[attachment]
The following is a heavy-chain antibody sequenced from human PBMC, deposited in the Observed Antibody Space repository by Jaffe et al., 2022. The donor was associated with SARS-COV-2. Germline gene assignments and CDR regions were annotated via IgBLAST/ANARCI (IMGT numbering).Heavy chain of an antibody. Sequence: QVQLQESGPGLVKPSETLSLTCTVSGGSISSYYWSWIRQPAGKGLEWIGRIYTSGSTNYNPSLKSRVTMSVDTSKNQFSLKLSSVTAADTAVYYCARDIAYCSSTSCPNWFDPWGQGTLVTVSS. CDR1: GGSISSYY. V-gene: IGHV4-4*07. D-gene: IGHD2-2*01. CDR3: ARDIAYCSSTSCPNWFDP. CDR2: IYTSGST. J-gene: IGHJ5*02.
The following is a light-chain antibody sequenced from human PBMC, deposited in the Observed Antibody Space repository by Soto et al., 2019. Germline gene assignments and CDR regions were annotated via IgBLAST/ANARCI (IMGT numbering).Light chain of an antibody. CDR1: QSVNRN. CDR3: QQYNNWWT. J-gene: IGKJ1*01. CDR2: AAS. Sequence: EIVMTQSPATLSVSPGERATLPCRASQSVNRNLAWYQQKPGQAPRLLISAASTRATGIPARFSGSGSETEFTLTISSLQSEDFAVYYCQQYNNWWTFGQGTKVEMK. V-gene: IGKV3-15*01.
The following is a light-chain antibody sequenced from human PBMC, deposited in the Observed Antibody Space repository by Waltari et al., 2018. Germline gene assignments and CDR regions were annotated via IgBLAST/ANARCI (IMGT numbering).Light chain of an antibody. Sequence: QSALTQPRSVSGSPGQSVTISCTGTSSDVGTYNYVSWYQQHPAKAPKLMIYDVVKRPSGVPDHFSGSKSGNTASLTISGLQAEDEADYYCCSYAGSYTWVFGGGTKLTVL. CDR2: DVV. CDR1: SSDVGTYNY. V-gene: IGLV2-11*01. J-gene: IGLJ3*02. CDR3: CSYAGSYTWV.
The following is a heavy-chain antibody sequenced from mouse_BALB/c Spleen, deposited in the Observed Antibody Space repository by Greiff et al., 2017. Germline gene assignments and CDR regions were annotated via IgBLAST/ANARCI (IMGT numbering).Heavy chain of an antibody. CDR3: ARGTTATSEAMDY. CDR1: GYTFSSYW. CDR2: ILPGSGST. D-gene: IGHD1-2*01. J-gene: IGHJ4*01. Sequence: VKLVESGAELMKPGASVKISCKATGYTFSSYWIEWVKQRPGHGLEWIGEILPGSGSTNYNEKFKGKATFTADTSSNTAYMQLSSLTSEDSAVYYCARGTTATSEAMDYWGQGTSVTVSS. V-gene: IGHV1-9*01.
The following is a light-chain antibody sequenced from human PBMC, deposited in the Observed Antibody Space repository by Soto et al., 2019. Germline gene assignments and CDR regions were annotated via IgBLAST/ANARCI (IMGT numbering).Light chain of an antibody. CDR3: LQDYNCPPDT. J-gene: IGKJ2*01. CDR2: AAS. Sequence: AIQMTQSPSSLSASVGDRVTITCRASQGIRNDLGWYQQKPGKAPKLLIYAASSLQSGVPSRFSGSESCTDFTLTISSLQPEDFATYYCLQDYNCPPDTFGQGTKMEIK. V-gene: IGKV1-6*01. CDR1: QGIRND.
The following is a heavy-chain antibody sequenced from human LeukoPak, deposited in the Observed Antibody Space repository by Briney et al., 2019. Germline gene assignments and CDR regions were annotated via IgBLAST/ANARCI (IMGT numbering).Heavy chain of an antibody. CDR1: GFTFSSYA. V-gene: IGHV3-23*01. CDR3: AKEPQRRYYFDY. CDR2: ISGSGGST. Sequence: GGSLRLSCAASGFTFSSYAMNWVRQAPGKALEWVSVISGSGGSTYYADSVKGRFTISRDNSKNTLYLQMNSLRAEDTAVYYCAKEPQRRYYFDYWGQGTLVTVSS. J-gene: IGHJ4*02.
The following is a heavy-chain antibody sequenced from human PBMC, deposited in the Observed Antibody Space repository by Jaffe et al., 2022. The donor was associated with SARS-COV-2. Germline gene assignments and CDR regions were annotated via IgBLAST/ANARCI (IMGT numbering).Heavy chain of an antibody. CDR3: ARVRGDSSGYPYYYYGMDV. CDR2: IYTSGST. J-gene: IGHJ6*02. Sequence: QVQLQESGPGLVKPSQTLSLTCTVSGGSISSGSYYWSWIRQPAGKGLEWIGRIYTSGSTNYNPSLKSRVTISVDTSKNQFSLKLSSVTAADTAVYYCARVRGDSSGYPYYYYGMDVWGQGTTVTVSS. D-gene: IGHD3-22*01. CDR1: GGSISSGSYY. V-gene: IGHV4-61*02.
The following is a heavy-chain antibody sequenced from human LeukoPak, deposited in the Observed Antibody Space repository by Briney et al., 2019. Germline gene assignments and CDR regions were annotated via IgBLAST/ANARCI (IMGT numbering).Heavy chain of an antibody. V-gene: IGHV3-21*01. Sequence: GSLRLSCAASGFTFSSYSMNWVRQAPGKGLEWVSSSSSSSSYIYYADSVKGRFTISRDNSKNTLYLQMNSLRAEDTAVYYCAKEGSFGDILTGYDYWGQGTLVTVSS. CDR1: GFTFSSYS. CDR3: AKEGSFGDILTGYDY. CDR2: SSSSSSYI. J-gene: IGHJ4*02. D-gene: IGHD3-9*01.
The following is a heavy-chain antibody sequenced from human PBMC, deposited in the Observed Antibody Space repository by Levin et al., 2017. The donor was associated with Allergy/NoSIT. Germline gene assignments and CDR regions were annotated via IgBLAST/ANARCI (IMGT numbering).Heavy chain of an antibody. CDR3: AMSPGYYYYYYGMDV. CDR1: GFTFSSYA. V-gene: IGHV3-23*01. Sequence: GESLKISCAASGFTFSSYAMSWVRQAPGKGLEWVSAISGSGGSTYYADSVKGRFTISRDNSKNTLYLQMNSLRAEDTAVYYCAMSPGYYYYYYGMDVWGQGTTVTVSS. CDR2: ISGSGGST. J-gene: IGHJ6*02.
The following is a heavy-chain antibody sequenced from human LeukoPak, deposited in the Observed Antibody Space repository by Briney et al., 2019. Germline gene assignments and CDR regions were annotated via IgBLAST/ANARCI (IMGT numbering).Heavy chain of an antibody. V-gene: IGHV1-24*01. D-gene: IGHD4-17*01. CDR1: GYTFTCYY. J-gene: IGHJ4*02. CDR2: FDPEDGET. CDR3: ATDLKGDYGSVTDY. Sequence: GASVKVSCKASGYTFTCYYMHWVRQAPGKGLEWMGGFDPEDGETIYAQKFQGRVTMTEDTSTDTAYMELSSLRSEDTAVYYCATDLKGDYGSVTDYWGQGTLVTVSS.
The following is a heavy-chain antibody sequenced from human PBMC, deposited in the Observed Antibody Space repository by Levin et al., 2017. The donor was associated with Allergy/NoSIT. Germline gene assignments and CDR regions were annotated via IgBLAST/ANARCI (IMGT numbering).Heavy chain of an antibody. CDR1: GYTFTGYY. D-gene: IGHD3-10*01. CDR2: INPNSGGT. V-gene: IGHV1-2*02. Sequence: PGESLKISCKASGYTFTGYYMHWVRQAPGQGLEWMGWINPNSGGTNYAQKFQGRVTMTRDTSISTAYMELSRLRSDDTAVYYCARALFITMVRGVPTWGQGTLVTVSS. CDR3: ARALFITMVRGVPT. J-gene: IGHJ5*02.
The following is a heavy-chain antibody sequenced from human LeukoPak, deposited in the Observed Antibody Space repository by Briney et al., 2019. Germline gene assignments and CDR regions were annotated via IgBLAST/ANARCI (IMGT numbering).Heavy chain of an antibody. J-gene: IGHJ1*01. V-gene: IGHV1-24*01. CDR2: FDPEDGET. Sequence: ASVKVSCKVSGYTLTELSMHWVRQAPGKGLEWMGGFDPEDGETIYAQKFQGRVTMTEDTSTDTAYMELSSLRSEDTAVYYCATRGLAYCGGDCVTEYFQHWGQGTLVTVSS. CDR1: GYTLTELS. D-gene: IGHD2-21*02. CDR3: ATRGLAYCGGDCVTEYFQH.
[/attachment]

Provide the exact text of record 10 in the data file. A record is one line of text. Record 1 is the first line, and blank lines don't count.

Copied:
The following is a heavy-chain antibody sequenced from human LeukoPak, deposited in the Observed Antibody Space repository by Briney et al., 2019. Germline gene assignments and CDR regions were annotated via IgBLAST/ANARCI (IMGT numbering).Heavy chain of an antibody. V-gene: IGHV1-24*01. D-gene: IGHD4-17*01. CDR1: GYTFTCYY. J-gene: IGHJ4*02. CDR2: FDPEDGET. CDR3: ATDLKGDYGSVTDY. Sequence: GASVKVSCKASGYTFTCYYMHWVRQAPGKGLEWMGGFDPEDGETIYAQKFQGRVTMTEDTSTDTAYMELSSLRSEDTAVYYCATDLKGDYGSVTDYWGQGTLVTVSS.